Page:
Tuesday, April 5, 2011

Alabama House Issues Apology after Historian Tells Woman's Story


There are many ways for scholarship to have an impact on society. At the Dark End of the Street: Black Women, Rape, and Resistance--A New History of the Civil Rights Movement from Rosa Parks to the Rise of the Black Power Movement by Danielle McGuire, published in September, 2010, has had an important one.

McGuire told the story of Mrs. Recy Taylor in At the Dark End of the Street. In 1944, six white men kidnapped Mrs Taylor, a 24-year-old black woman, a married mother and a sharecropper. The men then gang raped Taylor at knife point.

The law did not come to Mrs. Taylor's aid. Two all-white, all-male grand juries in Abbeville, Alabama, where the attack took place, refused to indict the suspects.

Subsequently, some of the accused admitted guilt. Still, nothing happened.

Decades later, as a result of publicity surrounding McGuire's book, an African-American state legislator initiated an effort to apologize to Mrs. Taylor for the miscarriage of justice that occurred in 1944. His colleagues joined the effort. The Alabama House unanimously passed a resolution expressing its "deepest sympathies and solemn regrets" to Mrs. Recy Taylor. The resolution calls the fact that the suspects were not brought to trial "morally abhorrent and repugnant."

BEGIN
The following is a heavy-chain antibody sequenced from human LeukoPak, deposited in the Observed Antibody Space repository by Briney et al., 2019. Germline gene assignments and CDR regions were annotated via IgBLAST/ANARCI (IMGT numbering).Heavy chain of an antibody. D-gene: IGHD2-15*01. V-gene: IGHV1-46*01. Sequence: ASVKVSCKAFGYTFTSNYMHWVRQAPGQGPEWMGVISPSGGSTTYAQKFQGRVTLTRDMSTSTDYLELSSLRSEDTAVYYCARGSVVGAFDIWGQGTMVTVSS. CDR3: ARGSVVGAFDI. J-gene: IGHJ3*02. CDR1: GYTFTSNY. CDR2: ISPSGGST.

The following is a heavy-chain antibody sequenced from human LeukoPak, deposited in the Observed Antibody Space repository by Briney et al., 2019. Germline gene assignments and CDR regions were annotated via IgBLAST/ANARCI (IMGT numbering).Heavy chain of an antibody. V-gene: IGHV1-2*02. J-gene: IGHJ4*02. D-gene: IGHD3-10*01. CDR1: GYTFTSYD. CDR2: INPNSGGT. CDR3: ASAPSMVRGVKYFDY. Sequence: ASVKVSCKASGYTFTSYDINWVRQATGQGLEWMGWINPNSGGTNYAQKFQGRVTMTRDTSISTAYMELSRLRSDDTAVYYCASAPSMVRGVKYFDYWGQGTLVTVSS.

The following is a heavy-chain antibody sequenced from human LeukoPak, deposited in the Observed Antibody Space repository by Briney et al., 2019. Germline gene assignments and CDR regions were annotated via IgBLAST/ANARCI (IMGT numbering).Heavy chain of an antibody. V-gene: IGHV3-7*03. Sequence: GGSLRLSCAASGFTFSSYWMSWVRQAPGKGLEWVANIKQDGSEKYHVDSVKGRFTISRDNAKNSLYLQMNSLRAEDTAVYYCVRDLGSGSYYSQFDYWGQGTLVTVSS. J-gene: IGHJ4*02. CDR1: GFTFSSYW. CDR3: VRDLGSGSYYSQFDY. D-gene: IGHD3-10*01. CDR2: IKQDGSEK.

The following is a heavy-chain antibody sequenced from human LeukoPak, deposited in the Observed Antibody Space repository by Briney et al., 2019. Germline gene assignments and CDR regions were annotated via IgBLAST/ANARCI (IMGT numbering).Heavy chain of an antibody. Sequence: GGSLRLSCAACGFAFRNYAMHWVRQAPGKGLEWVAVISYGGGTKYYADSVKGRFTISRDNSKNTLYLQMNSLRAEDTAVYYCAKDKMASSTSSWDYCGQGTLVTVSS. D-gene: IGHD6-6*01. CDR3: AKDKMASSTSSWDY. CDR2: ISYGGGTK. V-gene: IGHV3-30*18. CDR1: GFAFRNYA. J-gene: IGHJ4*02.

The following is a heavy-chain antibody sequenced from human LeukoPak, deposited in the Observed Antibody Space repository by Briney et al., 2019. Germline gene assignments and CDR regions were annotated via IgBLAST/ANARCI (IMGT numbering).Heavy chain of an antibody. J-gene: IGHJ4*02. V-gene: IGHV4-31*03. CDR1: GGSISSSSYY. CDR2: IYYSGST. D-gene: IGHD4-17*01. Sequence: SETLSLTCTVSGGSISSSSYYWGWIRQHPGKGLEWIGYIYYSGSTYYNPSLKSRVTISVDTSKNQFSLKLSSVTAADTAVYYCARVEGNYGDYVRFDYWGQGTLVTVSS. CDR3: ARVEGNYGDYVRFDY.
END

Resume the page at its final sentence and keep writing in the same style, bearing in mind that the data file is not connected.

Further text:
Mrs. Taylor is now 91 and in ill health. She is "very pleased" by the apology.

The Alabama Senate will next consider the resolution; it is expected to pass in that chamber, as well.

For more on the resolution, see here. For an illuminating interview with Mrs. Taylor's brother, Robert Corbitt, see here. In the interview, Corbitt comments: "So thank God for Danielle [McGuire]. [T]he book, I tell you that really straightened out all the lies that the police had told, about all those guys."


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